16. Like Hannah, I think many women don’t want extra help in the house because its an invasion of space and privacy. I would imagine there is also sometimes a sense of inadequacy if you end up feeling your home wasn’t cleaned well and you were not able to guide well enough in how you feel it should have been done better. Personally although appreciative of the help, I hate when other people move my things or throw things out that shouldn’t get thrown out. Or put things away where you can never find them because you have a totally different approach to organization. Then there is the guilt that someone is helping you and you resent their moving your things!

    There is also the financial aspect and the perceived financial aspect. Can the family really afford the extra expense? Wouldn’t the money better be used for (chug for a child, fixing whatever is broken, b/c there always is something etc.) I think women tend to feel that it can’t, even if it can.

    Maybe we should be asking ourselves whether we are teaching our children how to participate in our households enough. I always think of the Gilbreth’s (cheaper by the dozen) and how every family member was responsible for something in making the home function well.

    • you hit the nail on the head when you mentioned the kids. They love and need to feel important. Even 2 and three year olds can pick things up, like to sort and organize as long as we take the time to show them how. As kids grow up they should be involved in chores and helping. teaching them how to do things rather than criticize is how we build connections and self esteem.

  17. Chana Jenny, I really like your advice to Rachael.
    I agree with it.
    The husband is getting a free pass but only because she is handing him one.
    He can’t clean at night because he works all day?
    But she can?

  18. As a mother who is actually single again, I got curious when I got your email with that title. But I can tell you that it is none of the fun that you might imagine. I’m sure that if you had thought that through to it’s logical conclusion, you would realize that. Single working moms need cleaning ladies more than anyone, and have a harder time affording them. Any freedom that we had before getting married and having kids is long gone.

    • oy shalvi, that’s heavy news. I didn’t know. Thanks for your comment. I guess my intention was clear in my head but not in the post– I meant someone dreaming about the good old single days, pre-children and pre-husband. Not dreaming of being a single mother, when, as you said, there are way more responsibilities upon you. May Hashem send you and your family a ton of bracha.

  19. When we are doing well financially, I allow myself to be ” high maintenance”: cleaning and ironing help, babysitting, and my favorite pricey skin care products! When things are tight, those are the first things to go, and my husband pitches in more, which apart from helping me tremendously, does wonders for wrinkle prevention… Because I get help when things are good, it saves me from being resentful when things are difficult.

    I read something very nice. It said, when we are overwhelmed, don’t say ” I can’t handle this”, rather: “how can I handle this”….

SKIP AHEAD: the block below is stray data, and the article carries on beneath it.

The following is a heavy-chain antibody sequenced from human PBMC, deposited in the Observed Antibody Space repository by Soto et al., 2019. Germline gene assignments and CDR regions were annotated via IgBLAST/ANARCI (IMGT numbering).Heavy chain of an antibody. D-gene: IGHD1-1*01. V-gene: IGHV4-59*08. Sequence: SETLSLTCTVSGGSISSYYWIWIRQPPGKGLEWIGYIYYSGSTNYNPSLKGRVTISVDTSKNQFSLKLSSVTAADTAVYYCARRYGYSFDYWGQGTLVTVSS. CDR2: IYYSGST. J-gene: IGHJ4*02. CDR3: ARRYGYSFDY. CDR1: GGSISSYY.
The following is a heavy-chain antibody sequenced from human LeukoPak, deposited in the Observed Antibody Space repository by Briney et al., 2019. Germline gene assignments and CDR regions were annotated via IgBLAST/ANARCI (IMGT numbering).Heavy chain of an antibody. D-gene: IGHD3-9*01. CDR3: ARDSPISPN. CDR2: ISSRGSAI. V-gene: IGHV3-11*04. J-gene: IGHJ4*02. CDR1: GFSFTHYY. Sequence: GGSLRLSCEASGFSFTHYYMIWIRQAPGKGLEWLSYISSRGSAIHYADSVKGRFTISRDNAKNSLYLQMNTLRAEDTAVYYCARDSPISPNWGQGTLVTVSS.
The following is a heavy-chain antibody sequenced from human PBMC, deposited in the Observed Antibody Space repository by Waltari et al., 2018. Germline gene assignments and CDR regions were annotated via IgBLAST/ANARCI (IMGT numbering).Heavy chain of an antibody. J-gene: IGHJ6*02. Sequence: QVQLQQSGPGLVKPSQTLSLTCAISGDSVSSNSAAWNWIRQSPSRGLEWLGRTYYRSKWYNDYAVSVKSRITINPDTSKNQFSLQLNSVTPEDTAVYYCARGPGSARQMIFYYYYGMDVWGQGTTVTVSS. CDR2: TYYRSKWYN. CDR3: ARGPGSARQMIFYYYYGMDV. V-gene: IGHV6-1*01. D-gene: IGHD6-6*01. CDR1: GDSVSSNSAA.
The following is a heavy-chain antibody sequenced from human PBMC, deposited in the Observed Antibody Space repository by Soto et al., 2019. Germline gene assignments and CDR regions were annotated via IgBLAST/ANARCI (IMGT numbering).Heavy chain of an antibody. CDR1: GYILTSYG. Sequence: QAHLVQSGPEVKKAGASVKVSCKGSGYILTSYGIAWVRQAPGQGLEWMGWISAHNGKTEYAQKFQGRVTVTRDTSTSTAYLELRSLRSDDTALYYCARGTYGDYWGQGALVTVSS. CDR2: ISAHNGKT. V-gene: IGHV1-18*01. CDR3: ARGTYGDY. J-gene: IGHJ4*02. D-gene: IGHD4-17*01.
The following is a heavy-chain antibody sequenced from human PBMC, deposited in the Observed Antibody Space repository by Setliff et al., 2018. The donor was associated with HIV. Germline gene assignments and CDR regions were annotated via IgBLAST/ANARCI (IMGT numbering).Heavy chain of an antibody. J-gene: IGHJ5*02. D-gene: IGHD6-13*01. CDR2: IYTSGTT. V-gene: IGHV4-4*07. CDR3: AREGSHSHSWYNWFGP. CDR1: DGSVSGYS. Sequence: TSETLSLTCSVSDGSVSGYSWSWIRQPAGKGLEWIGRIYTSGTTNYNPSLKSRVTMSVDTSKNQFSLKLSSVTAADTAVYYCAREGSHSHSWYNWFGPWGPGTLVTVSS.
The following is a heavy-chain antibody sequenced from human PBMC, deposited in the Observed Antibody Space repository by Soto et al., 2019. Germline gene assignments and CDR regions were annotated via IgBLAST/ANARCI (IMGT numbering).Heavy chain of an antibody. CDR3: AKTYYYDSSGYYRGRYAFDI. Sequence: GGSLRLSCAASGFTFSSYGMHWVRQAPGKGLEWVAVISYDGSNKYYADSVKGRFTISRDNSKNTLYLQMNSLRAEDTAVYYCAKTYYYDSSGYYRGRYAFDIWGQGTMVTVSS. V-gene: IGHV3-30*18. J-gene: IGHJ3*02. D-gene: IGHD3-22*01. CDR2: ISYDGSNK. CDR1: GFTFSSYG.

20. zahava miryam

    hmm… well, seeing as how i was single for my entire adult life until i recently got married, i can relate to this post. the single life had many great points – go where u want, when u want, and not have to answer to anyone else. however, i worked at a very labor-intensive job and it was also a cut in pay after i lost my office job. my health was also in bad shape as i was severely anemic and could barely function. there wasn’t enough money to buy food for shabbat and if i did have the opportunity, i didn’t have the energy. so, not only couldn’t i cook for myself, i couldn’t clean, either. there was no one to pick up the slack, i.e., take out the garbage, wash the floor, shop for food, etc. it was difficult for me, but i finally had to accept that if i wanted to eat for shabbat, i had to go out. and the times when i couldn’t find a place, i had to spend extra money, which i didn’t have, and buy food (usually something that was already prepared because i didn’t have the energy to cook).

    if a person isn’t healthy, life’s not so easy. it’s a little easier if u are healthy. but i have to say that now, things are a bit easier as i have someone to help me (and he does help!). we haven’t been yet been blessed with children, but i know that when we are, it’ll be ok.

    the single life can be “glamorous”, but not always. do i miss it? yeah, sometimes. but i’m happy with where i’m at now.

  21. I really needed cleaning help at one point- full time job, 4 little kids and only physically present husband. I asked my Rebbitzen what should I do, I can’t afford to take a cleaner. She told me that her husband always told her
    “A cleaner is cheaper than a psychologist”

    I took the cleaning help and some how (thank you Hashem) managed and have been doing so for the past 8 years. It’s just as important to me as food and sleep and sometimes maybe even more.

  22. If you only knew how painful it is for divorced individuals in the frum community, you would have taken this post in an entirely different direction. Do you have any idea how poorly single moms and children are treated? Not invited to class birthday parties, asked if they’re really Jewish, told that children of divorced homes grow up to become mentally retarded, the prejudice is staggering… Cleaning help? Most single moms really can’t afford cleaning help…and my secular friends and their children are not treated this way. Single Again party? If there is any way to bring more simcha to the lives of religious divorced women, I say, bring it on and G-d bless!

  23. Dear Dana, thanks for your comment. I am aware of the suffering of single mothers, and I certainly did not intend to say that women wish they were single mothers. What I meant was that women wish they were single again without children– which is why I said that they long for “the good old days.” The truth is that I wrote this article in a huge rush, which I think is why it didn’t come across so clearly. I apologize if this lack of clarity caused you or any single mothers distress.

  24. Thank you so much – your comment is so gracious. By the way, I heard about this blogpost in a fb group for divorced frum individuals. I’m going to share your comment, it will definitely soothe.